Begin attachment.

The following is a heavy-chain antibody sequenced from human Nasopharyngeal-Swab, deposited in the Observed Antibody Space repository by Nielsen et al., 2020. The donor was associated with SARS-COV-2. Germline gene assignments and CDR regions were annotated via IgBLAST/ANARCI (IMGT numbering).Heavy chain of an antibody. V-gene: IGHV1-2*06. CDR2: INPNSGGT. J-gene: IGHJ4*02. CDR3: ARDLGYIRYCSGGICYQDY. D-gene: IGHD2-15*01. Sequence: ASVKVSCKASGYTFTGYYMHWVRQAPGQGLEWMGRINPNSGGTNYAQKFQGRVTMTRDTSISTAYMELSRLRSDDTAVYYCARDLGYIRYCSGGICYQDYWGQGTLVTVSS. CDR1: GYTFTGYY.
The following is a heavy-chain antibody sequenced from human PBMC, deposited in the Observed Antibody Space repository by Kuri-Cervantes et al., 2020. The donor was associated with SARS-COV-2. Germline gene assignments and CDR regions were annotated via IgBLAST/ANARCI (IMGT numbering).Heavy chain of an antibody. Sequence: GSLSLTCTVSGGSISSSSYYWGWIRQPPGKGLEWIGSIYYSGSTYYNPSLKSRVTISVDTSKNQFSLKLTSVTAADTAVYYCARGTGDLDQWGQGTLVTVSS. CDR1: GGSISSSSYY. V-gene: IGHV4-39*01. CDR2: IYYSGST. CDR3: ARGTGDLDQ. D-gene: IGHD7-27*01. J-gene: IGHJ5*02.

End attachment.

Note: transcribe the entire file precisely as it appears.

The following is a heavy-chain antibody sequenced from human Nasopharyngeal-Swab, deposited in the Observed Antibody Space repository by Nielsen et al., 2020. The donor was associated with SARS-COV-2. Germline gene assignments and CDR regions were annotated via IgBLAST/ANARCI (IMGT numbering).Heavy chain of an antibody. V-gene: IGHV1-2*06. CDR2: INPNSGGT. J-gene: IGHJ4*02. CDR3: ARDLGYIRYCSGGICYQDY. D-gene: IGHD2-15*01. Sequence: ASVKVSCKASGYTFTGYYMHWVRQAPGQGLEWMGRINPNSGGTNYAQKFQGRVTMTRDTSISTAYMELSRLRSDDTAVYYCARDLGYIRYCSGGICYQDYWGQGTLVTVSS. CDR1: GYTFTGYY.
The following is a heavy-chain antibody sequenced from human PBMC, deposited in the Observed Antibody Space repository by Kuri-Cervantes et al., 2020. The donor was associated with SARS-COV-2. Germline gene assignments and CDR regions were annotated via IgBLAST/ANARCI (IMGT numbering).Heavy chain of an antibody. Sequence: GSLSLTCTVSGGSISSSSYYWGWIRQPPGKGLEWIGSIYYSGSTYYNPSLKSRVTISVDTSKNQFSLKLTSVTAADTAVYYCARGTGDLDQWGQGTLVTVSS. CDR1: GGSISSSSYY. V-gene: IGHV4-39*01. CDR2: IYYSGST. CDR3: ARGTGDLDQ. D-gene: IGHD7-27*01. J-gene: IGHJ5*02.